The northernmost portion of Grant Park comprises the new 24.5-acre Millennium Park, which opened in 2004 on the grounds of a formerly blighted industrial site. Inside Millennium Park is the five-acre Lurie Garden, home to a perennial garden with many native plants, including the Pale Coneflowers (Echinacea pallida) pictured at the top.

Among the beautiful flowers in Lurie Garden, we also saw these White Blazing Stars (Liatris spicata 'Alba'):

Also in Millennium Park is Crown Fountain, which consists of a shallow reflecting pool of black granite flanked by two 50-foot glass brick towers. Using LED technology, the towers display gigantic faces of 1,000 different Chicago residents intermittently spouting streams of water from their mouths. It really is a technological wonder and is interesting to watch. On the day we were there, the Midwest was in the grip of a heat wave, so the reflecting pool was filled with children (and a few adults) wading and splashing in the cool water.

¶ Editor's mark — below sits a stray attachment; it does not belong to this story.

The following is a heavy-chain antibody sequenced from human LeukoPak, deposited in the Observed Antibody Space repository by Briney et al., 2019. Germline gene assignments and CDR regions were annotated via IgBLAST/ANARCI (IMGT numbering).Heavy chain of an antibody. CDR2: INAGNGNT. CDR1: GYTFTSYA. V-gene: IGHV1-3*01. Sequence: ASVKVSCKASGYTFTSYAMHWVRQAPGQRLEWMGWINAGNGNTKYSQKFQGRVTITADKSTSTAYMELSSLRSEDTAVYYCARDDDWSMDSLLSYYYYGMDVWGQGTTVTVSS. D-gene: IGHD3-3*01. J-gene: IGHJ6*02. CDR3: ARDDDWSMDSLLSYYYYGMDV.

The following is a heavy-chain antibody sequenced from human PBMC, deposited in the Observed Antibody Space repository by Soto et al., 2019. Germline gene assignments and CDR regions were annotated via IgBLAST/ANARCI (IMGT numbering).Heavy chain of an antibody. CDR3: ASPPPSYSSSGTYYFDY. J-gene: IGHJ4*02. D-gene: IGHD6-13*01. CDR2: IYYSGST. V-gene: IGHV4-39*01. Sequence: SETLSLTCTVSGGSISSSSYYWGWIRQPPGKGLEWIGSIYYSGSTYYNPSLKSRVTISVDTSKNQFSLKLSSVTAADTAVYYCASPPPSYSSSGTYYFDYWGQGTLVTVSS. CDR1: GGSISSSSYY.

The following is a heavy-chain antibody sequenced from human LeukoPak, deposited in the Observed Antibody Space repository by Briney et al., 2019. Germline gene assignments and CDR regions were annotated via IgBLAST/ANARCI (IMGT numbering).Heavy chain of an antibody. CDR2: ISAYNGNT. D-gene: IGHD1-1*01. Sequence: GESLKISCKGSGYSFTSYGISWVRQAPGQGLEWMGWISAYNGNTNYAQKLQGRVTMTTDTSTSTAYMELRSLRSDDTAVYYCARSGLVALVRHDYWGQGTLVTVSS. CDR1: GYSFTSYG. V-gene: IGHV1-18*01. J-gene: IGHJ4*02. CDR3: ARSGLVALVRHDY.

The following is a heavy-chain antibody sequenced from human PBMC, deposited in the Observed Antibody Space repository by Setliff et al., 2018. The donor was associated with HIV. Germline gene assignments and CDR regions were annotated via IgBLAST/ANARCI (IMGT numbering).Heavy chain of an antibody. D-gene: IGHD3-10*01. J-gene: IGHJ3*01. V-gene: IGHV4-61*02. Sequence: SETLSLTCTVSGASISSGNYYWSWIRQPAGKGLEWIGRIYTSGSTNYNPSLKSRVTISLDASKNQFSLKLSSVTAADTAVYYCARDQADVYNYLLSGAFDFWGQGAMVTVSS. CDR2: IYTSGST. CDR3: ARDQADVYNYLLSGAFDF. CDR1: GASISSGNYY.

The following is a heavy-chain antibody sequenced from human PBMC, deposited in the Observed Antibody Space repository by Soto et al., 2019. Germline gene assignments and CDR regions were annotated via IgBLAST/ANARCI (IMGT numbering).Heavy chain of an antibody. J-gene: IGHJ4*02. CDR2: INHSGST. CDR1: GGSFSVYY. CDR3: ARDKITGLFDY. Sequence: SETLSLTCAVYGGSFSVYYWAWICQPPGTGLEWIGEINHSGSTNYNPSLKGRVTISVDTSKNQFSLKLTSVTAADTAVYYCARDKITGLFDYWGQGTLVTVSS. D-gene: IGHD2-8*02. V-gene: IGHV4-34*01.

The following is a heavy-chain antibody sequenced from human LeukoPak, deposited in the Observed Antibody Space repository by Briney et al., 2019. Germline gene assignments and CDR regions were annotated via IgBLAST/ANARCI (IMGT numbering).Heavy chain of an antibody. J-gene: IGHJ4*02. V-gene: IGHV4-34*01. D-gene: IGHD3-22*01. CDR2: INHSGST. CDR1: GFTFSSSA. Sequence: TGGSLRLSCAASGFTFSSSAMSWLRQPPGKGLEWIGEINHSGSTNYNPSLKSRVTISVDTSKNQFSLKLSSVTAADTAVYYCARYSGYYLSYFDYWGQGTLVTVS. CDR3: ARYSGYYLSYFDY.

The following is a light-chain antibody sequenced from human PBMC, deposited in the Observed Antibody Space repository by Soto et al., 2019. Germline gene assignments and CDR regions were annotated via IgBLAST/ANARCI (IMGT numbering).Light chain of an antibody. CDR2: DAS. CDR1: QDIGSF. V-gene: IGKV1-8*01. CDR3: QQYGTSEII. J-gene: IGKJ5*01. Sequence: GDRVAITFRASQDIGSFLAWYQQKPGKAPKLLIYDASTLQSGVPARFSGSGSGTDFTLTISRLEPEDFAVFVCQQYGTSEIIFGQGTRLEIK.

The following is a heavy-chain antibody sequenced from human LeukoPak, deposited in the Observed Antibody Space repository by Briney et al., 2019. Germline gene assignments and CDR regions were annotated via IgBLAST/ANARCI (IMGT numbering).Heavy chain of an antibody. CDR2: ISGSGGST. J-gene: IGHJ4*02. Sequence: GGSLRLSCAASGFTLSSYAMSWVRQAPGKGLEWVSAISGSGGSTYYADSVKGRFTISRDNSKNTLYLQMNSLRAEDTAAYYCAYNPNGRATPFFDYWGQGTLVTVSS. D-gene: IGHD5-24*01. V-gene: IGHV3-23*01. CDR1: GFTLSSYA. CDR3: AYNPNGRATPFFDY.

One of the glass bricks was not working properly.

If I were a kid, I would have joined in the fun!

From the park's border, one can look past lush flowerbeds toward nearby shops in historic buildings.

One highlight of Millennium Park is Cloud Gate, a 110-ton elliptical sculpture coated in shiny stainless steel that reflects not only the sky and city skyline but also visitors who reach up to touch the sides and crowd underneath to look into the swirling images above. I think the sculpture looks a bit like a giant bike helmet, but many locals call it "The Bean."

Cloud Gate, aka "The Bean."

I'm the tiny pink dot standing in the very center and looking up.
Here is part of the city's skyline reflected in the side of "The Bean."

The last highlight of Millennium Park is the Jay Pritzker Pavilion, a large band shell that hosts the Grant Park Music Festival, which is the nation's only remaining free outdoor classical music series.